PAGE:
Incubus hatches prized ‘Crow’

Brian White

Southern California’s very own, lovable Incubus has once again reinvented itself with the release of its latest effort, “A Crow Left of the Murder.” The band’s fifth album seems to be a grown-up, revamped departure from previous works. “You’re no Jesus, yea, you’re no f***ing Elvis! Step down!” declares lead singer Brandon Boyd on the album’s first single “Megalomaniac,” an apparent shot at the Bush regime. The song is one of many examples of the band’s new political approach to lyrics. While most would agree that president Bush is a far cry from the Messiah himself, fans of the old Incubus might find “Crow” to be less than divine, in its own right (though, certainly more entertaining than watching the king shake his pelvis).

Those familiar with the band may recall the style of their last effort, “Morning View”; the album cover depicting the sprawling Malibu hills, tracks full of percussion and bongos, long (some might even say drawn out) track openings and the band’s general hippied-out persona. With the help of producer extraordinaire Brendan O’Brien (Pearl Jam, Soundgarden, Rage Against the Machine), “Crow” finds the band lashing out at the ills of society with a whole new sound – one that doesn’t involve the use of hallucinogens.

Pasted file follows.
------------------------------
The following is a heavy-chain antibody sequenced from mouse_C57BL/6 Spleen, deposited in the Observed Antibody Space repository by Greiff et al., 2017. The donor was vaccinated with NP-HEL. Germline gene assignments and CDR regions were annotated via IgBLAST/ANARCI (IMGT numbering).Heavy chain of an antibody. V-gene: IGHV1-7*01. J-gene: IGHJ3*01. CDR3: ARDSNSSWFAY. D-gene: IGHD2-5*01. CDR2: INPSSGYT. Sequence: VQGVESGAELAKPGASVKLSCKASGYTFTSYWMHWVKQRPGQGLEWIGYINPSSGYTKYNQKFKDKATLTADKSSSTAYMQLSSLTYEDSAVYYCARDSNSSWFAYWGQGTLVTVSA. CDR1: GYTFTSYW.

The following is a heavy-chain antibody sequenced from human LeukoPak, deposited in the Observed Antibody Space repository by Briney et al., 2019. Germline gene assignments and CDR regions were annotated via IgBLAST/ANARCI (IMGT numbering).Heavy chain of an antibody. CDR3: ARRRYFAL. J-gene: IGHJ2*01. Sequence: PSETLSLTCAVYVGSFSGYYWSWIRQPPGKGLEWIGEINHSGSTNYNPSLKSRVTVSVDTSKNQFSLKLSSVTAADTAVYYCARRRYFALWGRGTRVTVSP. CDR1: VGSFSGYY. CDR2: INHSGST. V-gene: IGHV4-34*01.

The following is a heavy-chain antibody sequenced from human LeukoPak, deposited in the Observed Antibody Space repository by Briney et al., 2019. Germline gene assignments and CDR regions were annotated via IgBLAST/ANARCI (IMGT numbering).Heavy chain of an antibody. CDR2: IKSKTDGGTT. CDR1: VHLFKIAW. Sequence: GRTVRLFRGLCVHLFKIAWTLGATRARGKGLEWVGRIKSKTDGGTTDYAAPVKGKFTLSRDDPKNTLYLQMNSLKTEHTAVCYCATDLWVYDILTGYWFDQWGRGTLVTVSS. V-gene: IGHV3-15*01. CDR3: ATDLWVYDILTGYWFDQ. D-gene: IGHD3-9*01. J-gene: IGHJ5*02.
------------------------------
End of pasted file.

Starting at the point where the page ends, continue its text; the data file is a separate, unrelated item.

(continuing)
The album opens with “Megalomaniac,” a single which seems to epitomize the album’s bold, new style. Guitar and turntables harmonize and then explode into chorus, while Boyd screams at the top of his lungs. Despite the chaos, the two seem to blend together rather well.

This interplay between instruments and vocals radiates through the first half of the album – along with Boyd’s lamentation over the plight of the world via his lyrics. With titles like “Agorophobia,” “Beware! Criminal, Sick Sad Little World” and “Pistola,” you can imagine the apocalyptic images embodied in the songs. Boyd sings about his wanting to “stay inside for good” and deems a pen (and presumably not a bomb) to be his “weapon of choice.” He even goes so far as to ask us people to “quit blowing each other up.” Not such a bad idea, eh?

Aside from the band’s attempt at politics, it simply would not be an Incubus album without a female-inspired track. “Southern Girl” and “Here in My Room” are two haunting love songs which show the band delving in piano for the first time, and represent the album’s more dark, experimental second half.

While the band continues to indulge in effects, instrumentations,and crafty rhythms, “Crow” seems to be a more consistently tune-based album.

There is also the obvious maturation of lyrical content. The album does maintain many of the qualities that make Incubus a great band, however; Boyd’s voice is amazing, as usual, while guitarist Mike Einziger outdoes himself once again with solos and experimental sounds.

Although fans of the conventional Incubus might be disappointed with the hippy band they once knew and loved, the musical sensibility of “Crow” cannot be denied (though, the band’s political prowess might be questionable). And who knows, maybe someday the hallucinogens will once again come-a-knockin’!